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Essentials, Section 3
Overview of Methods to Estimate Dollar Values

This section gives a brief overview of the dollar-based valuation methods that are described in detail in Dollar-Based Ecosystem Valuation Methods

There are three generally accepted approaches to estimating dollar values of ecosystem services.  Each approach includes several methods.  They are:

1. Market Prices – Revealed Willingness to Pay

The values of some ecosystem goods or services can be measured using market prices.  Some ecosystem products, such as fish or wood, are traded in markets.  Thus, their values can be estimated by estimating consumer and producer surplus, as with any other market good.  Other ecosystem services, such as clean water, are used as inputs in production, and their value may be measured by their contribution to the profits made from the final good.  

Some ecosystem or environmental services, like aesthetic views or many recreational experiences, may not be directly bought and sold in markets.  However, the prices people are willing to pay in markets for related goods can be used to estimate their values.  For example, people often pay a higher price for a home with a view of the ocean, or will take the time to travel to a special spot for fishing or bird watching.  These kinds of expenditures can be used to place a lower bound on the value of the view or the recreational experience. 

These methods include:

Market Price Method
Productivity Method
Hedonic Pricing Method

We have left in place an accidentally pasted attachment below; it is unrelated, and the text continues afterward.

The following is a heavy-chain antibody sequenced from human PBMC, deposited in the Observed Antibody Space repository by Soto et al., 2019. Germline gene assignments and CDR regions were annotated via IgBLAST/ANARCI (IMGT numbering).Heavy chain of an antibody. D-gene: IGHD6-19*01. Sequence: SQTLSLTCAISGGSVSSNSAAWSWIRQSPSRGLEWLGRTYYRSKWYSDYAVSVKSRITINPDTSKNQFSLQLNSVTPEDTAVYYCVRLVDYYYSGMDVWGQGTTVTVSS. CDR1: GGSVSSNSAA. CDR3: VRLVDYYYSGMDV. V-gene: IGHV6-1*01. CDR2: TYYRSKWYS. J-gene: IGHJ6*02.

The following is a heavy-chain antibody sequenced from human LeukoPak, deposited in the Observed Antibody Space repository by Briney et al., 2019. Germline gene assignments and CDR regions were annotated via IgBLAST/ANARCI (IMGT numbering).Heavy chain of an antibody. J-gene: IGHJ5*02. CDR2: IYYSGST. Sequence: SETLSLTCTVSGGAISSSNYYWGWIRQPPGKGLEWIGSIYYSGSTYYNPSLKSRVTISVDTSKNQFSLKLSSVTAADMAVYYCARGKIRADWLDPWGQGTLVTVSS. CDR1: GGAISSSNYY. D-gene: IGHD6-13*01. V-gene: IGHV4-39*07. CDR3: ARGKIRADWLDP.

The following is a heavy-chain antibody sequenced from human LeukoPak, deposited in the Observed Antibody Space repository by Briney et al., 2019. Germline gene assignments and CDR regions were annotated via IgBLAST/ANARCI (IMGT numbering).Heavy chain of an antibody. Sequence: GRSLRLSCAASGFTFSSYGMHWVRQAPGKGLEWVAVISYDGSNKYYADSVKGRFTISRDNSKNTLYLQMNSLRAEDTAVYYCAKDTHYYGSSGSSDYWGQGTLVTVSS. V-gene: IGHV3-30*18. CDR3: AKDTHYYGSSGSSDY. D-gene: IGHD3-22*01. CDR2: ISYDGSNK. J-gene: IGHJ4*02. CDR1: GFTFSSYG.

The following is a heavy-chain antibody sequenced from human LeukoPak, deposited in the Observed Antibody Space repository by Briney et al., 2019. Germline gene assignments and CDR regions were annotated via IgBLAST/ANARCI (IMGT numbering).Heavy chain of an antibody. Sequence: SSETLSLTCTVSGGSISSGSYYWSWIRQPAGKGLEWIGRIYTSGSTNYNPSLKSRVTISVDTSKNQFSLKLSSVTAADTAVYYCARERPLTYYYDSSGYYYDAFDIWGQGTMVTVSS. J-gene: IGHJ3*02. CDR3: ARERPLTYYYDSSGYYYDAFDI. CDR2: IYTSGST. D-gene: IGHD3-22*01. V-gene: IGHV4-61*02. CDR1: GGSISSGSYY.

Travel Cost Method

2. Circumstantial Evidence – Imputed Willingness to Pay
The value of some ecosystem services can be measured by estimating what people are willing to pay, or the cost of actions they are willing to take, to avoid the adverse effects that would occur if these services were lost, or to replace the lost services.  For example, wetlands often provide protection from floodwaters.  The amount that people pay to avoid flood damage in areas similar to those protected by the wetlands can be used to estimate willingness to pay for the flood protection services of the wetland.

These methods include:

Damage Cost Avoided, Replacement Cost, and Substitute Cost Methods
3. Surveys – Expressed Willingness to Pay
Many ecosystem services are not traded in markets, and are not closely related to any marketed goods.  Thus, people cannot “reveal” what they are willing to pay for them through their market purchases or actions.   In these cases, surveys can be used to ask people directly what they are willing to pay, based on a hypothetical scenario.  Alternatively, people can be asked to make tradeoffs among different alternatives, from which their willingness to pay can be estimated.

These methods include:

Contingent Valuation Method
Contingent Choice Method
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Section 4 –  Applying Ecosystem Valuation Estimates– Benefit-Cost Analysis

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Section 2 – Valuation of Ecosystem Services 

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Essentials of Ecosystem Valuation